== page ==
SMS:Long Wave Input Toolbox

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Infragravity (IG) waves are surface gravity waves with frequencies lower than the wind waves (hence the reference to them as long waves). IG waves consist, among others, of long-period oceanic waves generated along continental coastlines by nonlinear wave interactions of storm-forced shoreward-propagating ocean swells. They differ from normal oceanic gravity waves which are created by wind acting on the surface of the sea.

While normal wind waves typically have periods in the order of 20 seconds (or less), these waves can interact with coastlines which filter out the energy and covert some of the energy to subharmonic frequencies (ranging from 50 - 350 seconds). These are the IG waves. IG waves could also refer to phenomena such as tides and oceanic Rossby waves.


When modeling harbors, it is possible energy in the IG range could result in resonance in the harbor. Therefore, it may be useful to simulate these terms in a CGWAVE analysis of a harbor.

IG waves may also influence navigation, coastal inlets, and coastal structural design projects.

The Toolbox

Example of the Long Wave Input Toolbox dialog.

To define wave conditions consistent with infra-gravity waves, the interface in SMS includes the Infra-Gravity Wave-input Toolbox (IGWT). This tool utilizes a one dimensional Boussinesq model to compute wave conditions for input to CGWAVE.


The IGWT requests for the following inputs:

  • An input wave spectrum (from file or from SMS) – This defines the wave conditions at a deep water point.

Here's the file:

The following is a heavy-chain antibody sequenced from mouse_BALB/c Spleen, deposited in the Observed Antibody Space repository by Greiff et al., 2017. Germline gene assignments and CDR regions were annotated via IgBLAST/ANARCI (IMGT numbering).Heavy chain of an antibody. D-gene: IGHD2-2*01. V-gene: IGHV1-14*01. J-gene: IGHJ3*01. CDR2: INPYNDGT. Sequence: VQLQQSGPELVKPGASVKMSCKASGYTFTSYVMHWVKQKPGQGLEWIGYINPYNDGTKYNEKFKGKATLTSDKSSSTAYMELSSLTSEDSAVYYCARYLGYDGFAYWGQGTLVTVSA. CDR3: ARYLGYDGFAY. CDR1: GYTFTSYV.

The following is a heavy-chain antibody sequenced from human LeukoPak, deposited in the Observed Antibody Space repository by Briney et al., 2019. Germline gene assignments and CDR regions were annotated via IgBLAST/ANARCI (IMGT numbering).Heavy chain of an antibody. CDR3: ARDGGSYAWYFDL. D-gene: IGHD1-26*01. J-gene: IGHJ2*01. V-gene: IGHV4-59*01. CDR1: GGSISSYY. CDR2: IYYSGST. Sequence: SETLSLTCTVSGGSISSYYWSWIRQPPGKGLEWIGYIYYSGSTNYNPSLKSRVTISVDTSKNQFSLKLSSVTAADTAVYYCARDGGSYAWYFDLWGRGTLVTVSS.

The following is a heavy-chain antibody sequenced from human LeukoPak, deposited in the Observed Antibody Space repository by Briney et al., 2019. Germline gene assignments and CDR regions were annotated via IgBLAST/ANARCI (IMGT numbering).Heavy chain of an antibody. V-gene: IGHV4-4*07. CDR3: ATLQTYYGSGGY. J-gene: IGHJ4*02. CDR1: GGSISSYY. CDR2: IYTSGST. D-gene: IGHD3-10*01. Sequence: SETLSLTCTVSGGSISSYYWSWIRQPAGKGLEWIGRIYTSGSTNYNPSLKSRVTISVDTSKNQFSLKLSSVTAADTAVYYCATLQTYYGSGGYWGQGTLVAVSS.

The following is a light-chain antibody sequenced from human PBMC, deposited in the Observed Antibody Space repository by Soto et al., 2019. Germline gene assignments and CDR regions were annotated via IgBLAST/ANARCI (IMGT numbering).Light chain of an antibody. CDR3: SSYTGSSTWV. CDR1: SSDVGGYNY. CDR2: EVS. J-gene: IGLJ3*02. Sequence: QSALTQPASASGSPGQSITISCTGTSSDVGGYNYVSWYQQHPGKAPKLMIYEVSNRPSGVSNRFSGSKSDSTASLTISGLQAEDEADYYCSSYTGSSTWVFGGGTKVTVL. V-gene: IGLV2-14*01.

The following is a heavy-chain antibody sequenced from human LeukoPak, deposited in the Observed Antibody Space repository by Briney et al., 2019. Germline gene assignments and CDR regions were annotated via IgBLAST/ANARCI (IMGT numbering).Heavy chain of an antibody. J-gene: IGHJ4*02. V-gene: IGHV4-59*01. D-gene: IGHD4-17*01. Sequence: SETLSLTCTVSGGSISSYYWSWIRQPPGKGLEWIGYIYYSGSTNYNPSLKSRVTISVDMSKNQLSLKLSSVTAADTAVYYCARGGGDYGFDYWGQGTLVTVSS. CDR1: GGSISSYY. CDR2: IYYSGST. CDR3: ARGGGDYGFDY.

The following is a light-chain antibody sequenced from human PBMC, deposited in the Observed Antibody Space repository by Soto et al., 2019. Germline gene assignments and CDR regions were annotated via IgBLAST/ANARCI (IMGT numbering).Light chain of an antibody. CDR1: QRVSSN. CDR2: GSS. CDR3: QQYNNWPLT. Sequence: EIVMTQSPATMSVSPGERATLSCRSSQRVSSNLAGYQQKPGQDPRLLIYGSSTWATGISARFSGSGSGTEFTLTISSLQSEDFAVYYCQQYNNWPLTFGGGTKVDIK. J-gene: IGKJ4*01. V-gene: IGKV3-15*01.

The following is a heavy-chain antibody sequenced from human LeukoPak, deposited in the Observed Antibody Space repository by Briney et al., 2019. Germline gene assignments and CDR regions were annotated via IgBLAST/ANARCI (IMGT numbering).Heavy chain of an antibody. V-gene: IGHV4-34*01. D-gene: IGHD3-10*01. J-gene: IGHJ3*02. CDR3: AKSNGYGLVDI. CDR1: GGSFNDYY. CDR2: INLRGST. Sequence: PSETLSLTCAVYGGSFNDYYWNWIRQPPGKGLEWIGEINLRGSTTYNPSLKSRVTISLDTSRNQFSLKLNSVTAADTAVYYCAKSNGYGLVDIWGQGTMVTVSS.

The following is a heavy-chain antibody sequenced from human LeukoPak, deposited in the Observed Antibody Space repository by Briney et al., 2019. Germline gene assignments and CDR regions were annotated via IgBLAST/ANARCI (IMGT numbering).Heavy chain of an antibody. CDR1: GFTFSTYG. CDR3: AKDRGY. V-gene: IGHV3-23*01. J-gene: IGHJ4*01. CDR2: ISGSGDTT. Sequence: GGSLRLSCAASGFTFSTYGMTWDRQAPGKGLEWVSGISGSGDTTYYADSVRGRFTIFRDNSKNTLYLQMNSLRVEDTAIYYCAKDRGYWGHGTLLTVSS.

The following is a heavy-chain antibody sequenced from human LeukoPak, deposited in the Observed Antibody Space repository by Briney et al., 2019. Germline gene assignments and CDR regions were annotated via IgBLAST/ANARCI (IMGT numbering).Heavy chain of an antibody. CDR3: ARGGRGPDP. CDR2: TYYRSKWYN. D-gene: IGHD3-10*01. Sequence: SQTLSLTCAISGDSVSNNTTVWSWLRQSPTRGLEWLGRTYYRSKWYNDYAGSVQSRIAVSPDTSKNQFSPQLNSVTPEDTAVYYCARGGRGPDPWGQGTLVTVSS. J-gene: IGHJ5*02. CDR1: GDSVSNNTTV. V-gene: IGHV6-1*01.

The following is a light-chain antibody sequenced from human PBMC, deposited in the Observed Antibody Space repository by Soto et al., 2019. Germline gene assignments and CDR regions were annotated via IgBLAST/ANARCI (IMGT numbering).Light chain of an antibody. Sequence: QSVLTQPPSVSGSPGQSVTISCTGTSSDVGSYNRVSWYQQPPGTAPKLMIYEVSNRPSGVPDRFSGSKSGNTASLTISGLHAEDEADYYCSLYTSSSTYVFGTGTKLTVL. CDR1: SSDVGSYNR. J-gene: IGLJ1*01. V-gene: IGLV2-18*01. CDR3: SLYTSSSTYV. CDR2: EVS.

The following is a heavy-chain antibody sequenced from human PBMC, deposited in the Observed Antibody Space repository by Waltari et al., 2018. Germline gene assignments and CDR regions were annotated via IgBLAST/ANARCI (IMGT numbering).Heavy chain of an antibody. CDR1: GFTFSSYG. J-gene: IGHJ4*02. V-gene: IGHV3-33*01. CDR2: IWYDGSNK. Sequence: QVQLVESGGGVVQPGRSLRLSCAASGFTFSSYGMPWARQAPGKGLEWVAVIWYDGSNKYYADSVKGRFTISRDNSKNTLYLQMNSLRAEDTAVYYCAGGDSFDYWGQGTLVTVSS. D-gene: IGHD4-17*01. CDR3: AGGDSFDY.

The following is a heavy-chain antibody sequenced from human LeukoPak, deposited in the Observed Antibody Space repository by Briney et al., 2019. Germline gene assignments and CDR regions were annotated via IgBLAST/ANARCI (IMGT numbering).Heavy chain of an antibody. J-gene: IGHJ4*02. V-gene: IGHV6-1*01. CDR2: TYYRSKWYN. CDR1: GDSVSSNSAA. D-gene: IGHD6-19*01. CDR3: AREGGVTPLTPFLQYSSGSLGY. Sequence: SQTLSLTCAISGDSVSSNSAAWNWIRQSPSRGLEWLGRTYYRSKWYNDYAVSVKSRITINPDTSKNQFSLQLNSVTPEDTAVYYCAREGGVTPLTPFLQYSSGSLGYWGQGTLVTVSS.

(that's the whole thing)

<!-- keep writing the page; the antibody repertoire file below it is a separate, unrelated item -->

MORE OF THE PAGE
• When coming from a file, this refers to a frequency spectrum or *.spf file. These are directly input to the one dimensional Boussinesq model. The file format is defined by the developer of BOUSS1D and BOUSS2D.
    • When coming from a spectrum, the user chooses a spectra that has been loaded into or created by the SMS spectra generator. SMS creates a series of frequencies and energy densities from this spectrum that are fed into the one dimensional Boussinesq model.
  • Offshore water depth – This parameter refers to the depth in meters at the deepwater buoy (or site). If this is deeper than the Boussinesq limit, the depth will be set to the limit.
  • Nearshore water depth – This refers to the depth in meters at the predominant breaking location. This value can be approximated as twice the incident significant wave height.
  • Minimum/maximum long wave period – This refers to the cutoff periods for the IG wave spectrum. Typical values are from 15 to 600 sec.
  • Number of components – using this parameter the user specifies how many wave components will be generated in each specified direction for CGWAVE. This term is referred to as 'N' in the discussion below.
  • Maximum oblique angle – The one dimensional Boussineesq model ignores wave direction. In fact, the directional bins from the input spectrum are ignored as they are converted to a frequency spectrum. This value defines a total variation (in degrees) for the directions to be considered. They are centered around the shore normal direction of the CGWAVE mesh.
  • Number of angles – This value should be a positive integer. The toolbox will create N different wave components for each of this number of directions. If this number is 1, all the components will be generated in a shore normal direction. If this number is 2, then two sets of components will be generated, each half the oblique angle either side of the shore normal direction.